Slippery Legato PatternsThese three note per string Slippery Legato Patterns is designed to help you build, strength, dexterity, and coordination between your hands. This is a common technique with guitar players such as Joe Satriani, Steve Vai, Alan Holdsworth, and many others. This sixteenth note triplet lick outlines the G major scale across the neck, with hammer-ons, pull-offs, slides and position shifts. The key to this exercise is the position shifts that move in a ascending pattern up the neck. This legato exercise is broken up into three sections that gradually add more variations is it progresses, and in turn getting a little more difficult as it goes as well. The first section is three octaves of the first six notes of the G major scale. You want to play the 3rd, 5th, and 7th frets starting on the 6th string, and then move to the 5th string. Next, shift positions to the 5th fret on the 4th string, and play the same pattern on the both the 4th and 3rd strings. For the 3rd octave its the same pattern on the 8th, 10th, and 12th frets, on the 2nd and 1st strings. Slide from the 12th tot the 15th fret. For the descending part, your playing the same thing in reverse down the same patterns. The second section does this grouping of two string type pattern that repeats through the scale as it climbs up the scale. You want to keep in mind with all of these patterns you want to attempt to keep all the notes as close to the same volume as possible. the elements of good legato are the solid hammer-on when ascending, and the down and away motion when playing pull-offs when moving down the strings. Picking the first note of every new string is a good way to insure that the momentum keeps going as you play though the patterns. The 3rd section of this whole thing has a lot of twists and turns, and moves though the scale in a really cool way. The best thing to do it simply take this in small sections and slowly piece it all together. The backing tracks will make this so much easier to practice, you can loop small sections and slow bring up the tempo as you get it. Once your able to connect more, just keep piecing it together.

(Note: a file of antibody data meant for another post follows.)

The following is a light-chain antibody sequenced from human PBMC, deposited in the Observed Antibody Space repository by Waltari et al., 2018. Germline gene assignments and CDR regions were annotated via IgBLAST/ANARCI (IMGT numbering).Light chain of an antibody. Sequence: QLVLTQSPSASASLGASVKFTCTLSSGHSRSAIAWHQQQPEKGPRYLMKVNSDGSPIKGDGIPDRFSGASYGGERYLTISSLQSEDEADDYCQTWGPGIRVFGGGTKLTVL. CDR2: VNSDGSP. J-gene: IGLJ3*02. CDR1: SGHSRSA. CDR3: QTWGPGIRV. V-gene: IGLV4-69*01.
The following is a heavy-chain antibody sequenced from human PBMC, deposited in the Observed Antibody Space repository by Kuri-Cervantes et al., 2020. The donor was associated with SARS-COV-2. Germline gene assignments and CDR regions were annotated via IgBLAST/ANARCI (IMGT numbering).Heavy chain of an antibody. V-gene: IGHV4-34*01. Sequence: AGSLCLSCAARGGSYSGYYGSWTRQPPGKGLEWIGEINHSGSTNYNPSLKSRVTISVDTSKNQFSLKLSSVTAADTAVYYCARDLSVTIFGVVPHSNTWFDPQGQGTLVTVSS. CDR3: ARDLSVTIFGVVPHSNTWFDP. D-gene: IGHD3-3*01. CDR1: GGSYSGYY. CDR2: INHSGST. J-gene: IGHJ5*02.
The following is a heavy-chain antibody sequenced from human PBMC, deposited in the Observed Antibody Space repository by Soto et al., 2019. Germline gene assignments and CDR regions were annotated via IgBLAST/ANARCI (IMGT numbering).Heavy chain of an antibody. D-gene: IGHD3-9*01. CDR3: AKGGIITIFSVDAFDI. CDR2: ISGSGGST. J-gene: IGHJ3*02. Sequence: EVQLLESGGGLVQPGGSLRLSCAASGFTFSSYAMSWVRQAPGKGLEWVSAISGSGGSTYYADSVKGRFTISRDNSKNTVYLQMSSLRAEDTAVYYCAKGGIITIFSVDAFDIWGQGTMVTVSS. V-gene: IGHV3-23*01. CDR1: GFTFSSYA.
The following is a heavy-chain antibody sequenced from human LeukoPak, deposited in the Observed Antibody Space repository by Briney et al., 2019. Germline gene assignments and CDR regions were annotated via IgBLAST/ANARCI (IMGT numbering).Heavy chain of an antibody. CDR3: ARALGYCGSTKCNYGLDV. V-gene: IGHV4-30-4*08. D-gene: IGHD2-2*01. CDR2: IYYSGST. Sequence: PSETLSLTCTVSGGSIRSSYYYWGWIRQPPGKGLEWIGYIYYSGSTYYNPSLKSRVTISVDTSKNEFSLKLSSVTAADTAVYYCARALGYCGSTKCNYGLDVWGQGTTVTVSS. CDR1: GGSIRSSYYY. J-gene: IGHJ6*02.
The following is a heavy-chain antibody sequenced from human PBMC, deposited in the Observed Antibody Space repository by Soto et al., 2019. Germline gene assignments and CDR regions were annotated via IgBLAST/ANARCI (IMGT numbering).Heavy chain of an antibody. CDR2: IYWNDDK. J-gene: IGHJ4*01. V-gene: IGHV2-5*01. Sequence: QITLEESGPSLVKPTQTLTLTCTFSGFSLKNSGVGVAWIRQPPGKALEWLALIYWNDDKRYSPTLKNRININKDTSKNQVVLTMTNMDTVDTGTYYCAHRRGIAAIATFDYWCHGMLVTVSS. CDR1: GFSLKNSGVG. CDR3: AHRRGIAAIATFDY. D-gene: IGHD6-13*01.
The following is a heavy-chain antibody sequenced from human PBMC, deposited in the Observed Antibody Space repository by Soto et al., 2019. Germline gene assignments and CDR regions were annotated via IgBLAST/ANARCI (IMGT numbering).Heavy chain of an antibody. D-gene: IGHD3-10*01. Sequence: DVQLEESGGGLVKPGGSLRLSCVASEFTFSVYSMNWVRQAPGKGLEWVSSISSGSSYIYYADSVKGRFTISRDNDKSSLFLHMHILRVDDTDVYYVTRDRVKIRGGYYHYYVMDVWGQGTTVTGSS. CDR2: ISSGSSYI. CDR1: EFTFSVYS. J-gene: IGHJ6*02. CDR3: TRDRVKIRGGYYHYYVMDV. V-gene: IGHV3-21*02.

Free Demo Video
The video below is an example of the videos that are available for this exercise. For Paid Members, this section includes a commentary video that explains each exercise in full. Additionally, each exercise is also presented as videos where the exercise is played in 10+ tempos. Sign up today to get full access to all the videos.
Most exercises include backing tracks for you to practice with. They are also provided in the same tempos as the videos. Backing tracks are available for paid members only and are downloadable MP3 files.
Every exercise includes a transcription in standard notation as well as guitar tab. The transcriptions are presented online and are also available for download as a PDF for printing or saving to your computer. The transcriptions are available for Paid Members of PracticeTheGuitar.com